Reference: How to Calculate Time complexity algorithm

I found a good article related to **How to calculate time complexity of any algorithm or program**

The most common metric for calculating time complexity is Big O notation. This removes all constant factors so that the running time can be estimated in relation to N as N approaches infinity. In general you can think of it like this:

```
statement;
```

**Is constant.** The running time of the statement will not change in relation to **N**.

```
for ( i = 0; i < N; i++ )
statement;
```

**Is linear.** The running time of the loop is directly proportional to N. When N doubles, so does the running time.

```
for ( i = 0; i < N; i++ ) {
for ( j = 0; j < N; j++ )
statement;
}
```

**Is quadratic.** The running time of the two loops is proportional to the square of N. When N doubles, the running time increases by **N * N.**

```
while ( low <= high ) {
mid = ( low + high ) / 2;
if ( target < list[mid] )
high = mid - 1;
else if ( target > list[mid] )
low = mid + 1;
else break;
}
```

**Is logarithmic.** The running time of the algorithm is proportional to the number of times N can be divided by 2. This is because the algorithm divides the working area in half with each iteration.

```
void quicksort ( int list[], int left, int right )
{
int pivot = partition ( list, left, right );
quicksort ( list, left, pivot - 1 );
quicksort ( list, pivot + 1, right );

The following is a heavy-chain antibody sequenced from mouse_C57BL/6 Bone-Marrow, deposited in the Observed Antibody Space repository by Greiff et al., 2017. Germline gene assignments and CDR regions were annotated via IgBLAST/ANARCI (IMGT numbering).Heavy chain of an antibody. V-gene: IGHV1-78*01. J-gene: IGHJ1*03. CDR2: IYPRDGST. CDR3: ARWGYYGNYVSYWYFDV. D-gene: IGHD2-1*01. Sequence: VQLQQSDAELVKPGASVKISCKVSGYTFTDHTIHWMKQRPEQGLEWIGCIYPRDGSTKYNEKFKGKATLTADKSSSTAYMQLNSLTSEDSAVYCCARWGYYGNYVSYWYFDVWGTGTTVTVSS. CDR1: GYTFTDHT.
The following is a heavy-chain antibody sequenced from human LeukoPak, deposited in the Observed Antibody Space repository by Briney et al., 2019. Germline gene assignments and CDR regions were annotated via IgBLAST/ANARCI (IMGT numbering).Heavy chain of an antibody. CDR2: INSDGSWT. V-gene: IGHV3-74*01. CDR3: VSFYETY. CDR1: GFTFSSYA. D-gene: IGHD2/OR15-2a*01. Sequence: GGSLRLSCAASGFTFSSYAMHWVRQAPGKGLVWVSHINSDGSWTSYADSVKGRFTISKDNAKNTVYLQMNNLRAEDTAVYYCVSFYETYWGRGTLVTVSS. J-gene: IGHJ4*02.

}
```

Is **N * log ( N ).** The running time consists of N loops (iterative or recursive) that are logarithmic, thus the algorithm is a combination of linear and logarithmic.

In general, doing something with every item in one dimension is linear, doing something with every item in two dimensions is quadratic, and dividing the working area in half is logarithmic. There are other Big O measures such as cubic, exponential, and square root, but they're not nearly as common. Big O notation is described as O ( ) where is the measure. The quicksort algorithm would be described as **O ( N * log ( N ) ).**

Note that none of this has taken into account best, average, and worst case measures. Each would have its own Big O notation. Also note that this is a VERY simplistic explanation. Big O is the most common, but it's also more complex that I've shown. There are also other notations such as big omega, little o, and big theta. You probably won't encounter them outside of an algorithm analysis course. ;)

**Edit:**

Now the Question is how did the `log n`

get into the equation:

- For each step, you invoke the algorithm recursively on the first and second half.
- Thus - the total number of steps needed, is the number of times it will take to reach from n to 1 if you devide the problem by 2 each step.

The equation is: n / 2^k = 1. Since 2^logn = n, we get k = logn. So the number of iterations the algorithm requires is O(logn), which will make the algorithm `O(nlogn)`

Also, **big O** notation gives us easy to calculate - platform independent approximation on how will the algorithm behave asymptotically (at infinity), which can divide the "family" of algorithm into subsets of their complexity, and let us compare easily between them.

You can also check out this Question for more reading: Time complexity of the program using recurrence equation